Who is to blame for the Russian-Iranian nuclear dispute?

MOSCOW. (RIA Novosti commentator Tatyana Sinitsyna) - "We are getting the impression that Iran has lost interest in the construction [of the Bushehr Nuclear Power Plant] - it has not paid us a cent since the middle of January," said Sergei Kiriyenko, head of the Russian Federal Atomic Energy Agency, at a news conference in Italy.

The very fact that he was asked about Bushehr in a third country shows that the world is watching the Russian-Iranian conflict. Nevertheless, the case itself is trivial, and would not be of any interest if it were not for the odious Iranian nuclear dossier and the country's political situation.

The heart of the conflict is financial disagreements between contractor and client. Moscow has not received $12.7 million that Tehran claims to have transferred.

"We consider the Iranian statement on the transfer of funds to Atomstroyexport [the Russian nuclear-equipment export monopoly] on March 1 to be absurd," said the company's vice president, Yevgeniya Neimerovets. The problem is probably linked with currency exchange (from U.S. dollars to Euros) or red tape, but if Iran were really interested in resolving the problem, it would do something about it instead of merely demonstrating its ambitions.

There is no reason to look for an answer to the question of who is to blame. As lawyers would say, this is a case of force majeure. This project is unique, and Russian engineers have had to rack their brains in search of clever technological solutions in order to complete what German engineers started over thirty years ago and then abandoned. But who is going to appreciate this? The client is interested in results rather than process.

The emerging difficulties were expected because this project had to be completed, not built from scratch. But now they have been overcome, and the project is about 95% completed. Only the finishing touches have to be made, but lack of money has stopped the work. The no-money-no-work attitude is a hard and fast rule in client-contractor relations. But instead of trying to find a logical solution to the problem, Tehran prefers to politicize it. Mohammad Saidi, deputy director of Iran's Atomic Energy Organization, has said in no uncertain terms that though it is true the Bushehr project has financial and technical problems, they will become more serious if Russia fails to supply Iran with nuclear fuel by the end of March.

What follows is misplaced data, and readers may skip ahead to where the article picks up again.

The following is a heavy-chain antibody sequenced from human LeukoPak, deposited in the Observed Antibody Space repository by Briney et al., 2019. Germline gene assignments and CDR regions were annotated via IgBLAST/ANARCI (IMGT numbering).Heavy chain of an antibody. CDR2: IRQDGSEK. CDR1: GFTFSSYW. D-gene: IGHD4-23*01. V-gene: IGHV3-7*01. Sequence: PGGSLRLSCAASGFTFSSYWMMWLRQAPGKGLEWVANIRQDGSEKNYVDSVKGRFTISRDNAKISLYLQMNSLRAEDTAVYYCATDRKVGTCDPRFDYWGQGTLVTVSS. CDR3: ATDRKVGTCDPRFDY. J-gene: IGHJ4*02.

Why this emphasis on fuel? The Bushehr fuel contract was paid for long ago, and this fuel is currently at the depots of the Novosibirsk Chemical Concentrates Plant, waiting to be delivered. But what is the point of sending it to the Bushehr construction site before the reactor is ready? Nuclear fuel is not pistachios or almonds, and the cash-and-carry logic of the Oriental bazaar does not fit in here. Nuclear fuel rods are packed with fuel elements - tvels, in nuclear jargon. They require special handling and storage before they get into the reactor.

Moscow needs the money to pay a team of experts for the most sensitive phases of work: to prepare the reactor to be loaded with nuclear fuel and to buy the ordered equipment in Russia and abroad.

"Russia has not changed its commitments to supply fuel to Bushehr - it will be delivered six months before the plant's commissioning," Kiriyenko emphasized. But the deadline for the commissioning, scheduled for September, will be postponed because of financial trouble. Kiriyenko said that his agency had no special demands on the Bushehr project. "All we want to know is when we are going to get paid," he said.

The opinions expressed in this article are the author's and do not necessarily represent those of RIA Novosti.

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